On the scene with Spike Jonze, Joaquin Phoenix, Rooney Mara, and more at the premiere of 'Her'

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Image Credit: Jim Spellman/WireImage

The New York Film Festival screened Spike Jonze’s Her – his first solo writing feature — on its closing night, Oct. 12. Jonze, along with cast members Joaquin Phoenix, Amy Adams, Rooney Mara, and Olivia Wilde, arrived on the red carpet at Alice Tully Hall to celebrate the film’s world premiere.

The movie centers on Phoenix’s Theodore Twombly, a lonely, big-hearted man who falls in love with his Siri-like operating system “Samantha” (smokily voiced by Scarlett Johansson) while coping with his recent divorce. Set in a futuristic version of Los Angeles, Theodore works as a ghost writer for BeautifulHandwrittenLetters.com, dictating heartfelt missives from loved ones who can’t string the words together themselves. Sensitive and reclusive, he finds fulfillment through his complicated relationship with “Samantha.”

For director Jonze, the premiere was a special homecoming. “The New York Film Festival means a lot to me,” Jonze said before the screening. “This is where I got to premiere my first film, Being John Malkovich.” Accompanied by his family and most of his cast — except Johansson, who “is in the ether with us as she is in the movie,” he said — Jonze presented his highly anticipated film to a full house.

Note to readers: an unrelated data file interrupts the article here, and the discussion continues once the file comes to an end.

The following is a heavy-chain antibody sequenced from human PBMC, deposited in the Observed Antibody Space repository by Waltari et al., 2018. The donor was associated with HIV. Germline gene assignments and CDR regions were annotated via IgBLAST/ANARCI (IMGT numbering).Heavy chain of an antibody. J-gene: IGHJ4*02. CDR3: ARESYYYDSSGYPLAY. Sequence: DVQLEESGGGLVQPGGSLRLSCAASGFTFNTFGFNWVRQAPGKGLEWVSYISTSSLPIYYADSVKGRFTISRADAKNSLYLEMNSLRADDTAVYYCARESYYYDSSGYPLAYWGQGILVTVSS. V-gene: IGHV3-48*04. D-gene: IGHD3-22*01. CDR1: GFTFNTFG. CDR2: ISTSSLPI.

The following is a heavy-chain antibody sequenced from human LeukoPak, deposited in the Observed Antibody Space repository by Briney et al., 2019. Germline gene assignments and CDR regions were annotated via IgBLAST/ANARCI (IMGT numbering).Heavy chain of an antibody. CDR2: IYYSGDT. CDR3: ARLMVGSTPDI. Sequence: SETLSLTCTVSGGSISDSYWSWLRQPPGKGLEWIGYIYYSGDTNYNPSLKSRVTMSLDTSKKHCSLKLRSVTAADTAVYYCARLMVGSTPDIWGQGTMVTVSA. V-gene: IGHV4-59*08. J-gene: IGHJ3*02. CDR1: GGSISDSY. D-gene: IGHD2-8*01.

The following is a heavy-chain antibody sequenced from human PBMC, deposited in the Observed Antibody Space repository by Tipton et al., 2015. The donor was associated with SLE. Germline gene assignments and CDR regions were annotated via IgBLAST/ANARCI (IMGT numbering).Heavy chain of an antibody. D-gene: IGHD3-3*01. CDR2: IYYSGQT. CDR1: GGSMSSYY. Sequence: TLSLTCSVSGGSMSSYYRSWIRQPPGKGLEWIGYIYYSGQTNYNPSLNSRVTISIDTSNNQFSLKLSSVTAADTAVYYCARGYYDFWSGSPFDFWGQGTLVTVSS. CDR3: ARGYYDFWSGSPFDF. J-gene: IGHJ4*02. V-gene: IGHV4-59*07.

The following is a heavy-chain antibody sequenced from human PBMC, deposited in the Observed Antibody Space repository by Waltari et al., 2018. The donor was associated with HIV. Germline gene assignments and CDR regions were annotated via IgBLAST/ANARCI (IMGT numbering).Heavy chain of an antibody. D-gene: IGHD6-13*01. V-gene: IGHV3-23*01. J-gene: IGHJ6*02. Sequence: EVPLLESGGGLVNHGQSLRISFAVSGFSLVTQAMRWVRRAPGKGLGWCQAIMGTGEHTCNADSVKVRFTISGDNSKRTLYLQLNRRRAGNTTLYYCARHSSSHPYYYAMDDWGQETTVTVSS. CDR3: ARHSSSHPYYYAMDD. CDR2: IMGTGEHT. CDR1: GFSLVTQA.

Though Phoenix showed up to the premiere with Jonze, the elusive actor didn’t stop for comments on the red carpet, instead racing inside early. But Mara, who plays a pivotal, albeit small, role as Theodore’s ex-wife, gamely talked about her part and how Theodore’s lengthy, but failed relationship with her character drives his need. “You see our relationship unfold,” Mara told EW. “We’ve been together many, many years, and you see all the stages of it.”

In fact, Jonze was reluctant to cast Mara as Theodore’s heartbreak because she seemed too young for Phoenix. “Joaquin is older than me, but he feels kind of young, he has a young spirit,” Mara said. “When I read the script, it was just so powerful, I loved it so much, so even though Spike thought I was too young, I went after it and convinced him to hire me.”

Kent Jones, the festival’s director of programming, echoed Mara while introducing Her: “[Spike] made a film that, when we saw it, we instantly fell in love with,” he said. Jones added that the selection committee wanted the film to close the festival because it mixed lighthearted humor with deeply haunting themes of human emotion, loneliness, and melancholy.

And with the diverse subject matter covered in Her, Mara said, it’s tough to pinpoint just one lesson from Theodore’s relationships.

“There’s so many thought-provoking ideas, and I don’t think there’s one thing to take away from it,” the actress said, shaking her head. “Every day while shooting it, I would drive home and have a million things running through my head about relationships, about everything; I think that’s kind of what happens when you see the film as well.”

Her opens in select theaters Dec. 18 and nationwide Jan. 10, 2014.

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